|This article is about the unit in Age of Empires III. For the technology in Age of Empires II HD: Rise of the Rajas, see Howdah (Age of Empires II).|
|“||High-hitpoints ranged Elephant cavalry effective against cavalry and artillery.||”|
The Howdah is an Indian is a ranged light cavalry in Age of Empires III: The Asian Dynasties that is unique to the Indians and can be trained at Caravanserai and Galleon, as well as the Agra Fort wonder once it is upgraded to Delhi Gate, once the Fortress Age is reached. It is the strongest ranged cavalry unit in the game.
Howdahs are elephants that carry a howdah - which gave the units its name - on their backs, with a gunner in the howdah. The man in the howdah uses his gun to shoot at units at a fairly good range and with a high attack, making it the most powerful ranged cavalry in the game. However, it costs a lot of resources and population, which is its main disadvantage. They are similar to German War Wagons, but have a ranged resistance.
- Note: Elephant population can be decreased by a single point through use of the Professional Handlers Home City Card.
Howdah pack the toughness of a War Elephant with an extremely powerful ranged attack able to kill most units in only one or a few shots. Howdah has a large amount of hit points, and a huge ranged attack. They can kill any hand cavalry unit in only a few shots, and are incredibly durable, but they are very slow for ranged cavalry units, and are hard to micromanage, balancing out their incredible military power. The Howdah is an excellent counter to Hand Cavalry and artillery, and does well against most units, although they should stay out of melee combat with Heavy Infantry, and should usually stay away from ranged infantry altogether. The Howdah also has a quite high siege attack for a ranged Cavalry unit, and a group of them can do a fairly good job of taking out buildings, but this is offset by their huge cost and population usage.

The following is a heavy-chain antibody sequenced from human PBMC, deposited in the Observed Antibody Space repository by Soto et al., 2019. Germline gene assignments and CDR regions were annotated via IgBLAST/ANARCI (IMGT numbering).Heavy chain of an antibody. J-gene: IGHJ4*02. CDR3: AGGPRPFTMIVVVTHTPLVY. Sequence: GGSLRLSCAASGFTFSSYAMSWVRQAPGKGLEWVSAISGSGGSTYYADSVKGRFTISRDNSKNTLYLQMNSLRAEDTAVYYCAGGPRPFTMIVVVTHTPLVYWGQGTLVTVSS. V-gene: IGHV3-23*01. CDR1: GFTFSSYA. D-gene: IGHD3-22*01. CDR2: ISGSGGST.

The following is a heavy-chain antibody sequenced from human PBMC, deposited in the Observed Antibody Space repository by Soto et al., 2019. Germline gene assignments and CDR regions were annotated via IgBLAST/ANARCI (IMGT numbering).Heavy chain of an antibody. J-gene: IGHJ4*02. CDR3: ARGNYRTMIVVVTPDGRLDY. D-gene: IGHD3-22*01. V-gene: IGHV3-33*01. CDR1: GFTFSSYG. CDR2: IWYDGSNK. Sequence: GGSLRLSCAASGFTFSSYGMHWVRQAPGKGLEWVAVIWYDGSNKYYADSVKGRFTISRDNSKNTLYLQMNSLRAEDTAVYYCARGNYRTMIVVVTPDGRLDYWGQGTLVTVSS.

Howdahs can be overwhelmed by cavalry if they are not properly micromanaged; however, they do have one unique attribute shared with only the Yojimbo: a splash damage when set into melee mode. If Howdahs become surrounded by cavalry, activating melee mode allows them to attack multiple units simultaneously and increases the rate of fire. Coupled with their high damage and multipliers, this allows them to defeat large numbers of cavalry, similar to Doppelsoldners or Ronin. This splash damage can also be effective against infantry, artillery, or Villagers, but it is usually better to attack at range.
Compared to Zamburaks, Howdahs have a few distinct advantages. Firstly, they have vastly superior range, allowing them to target units from a safer distance. As the Indians lack Ranged Cavalry Caracole, they cannot even bring Zamburaks up to the standard 14 range of Dragoons. Furthermore, Zamburaks are incredibly frail, and are unable to withstand artillery fire. A few Heavy Cannons will easily clear up Zamburaks, whereas Howdah can withstand an incredible amount of damage. Finally, Howdahs train much quicker, by stacking Riding School, Tame Elephants and Terror Charge. This is of course compounded when pure firepower is taken into consideration; 5 Zamburaks take longer to train than 5 Howdahs, and 5 Howdahs are considerably more powerful.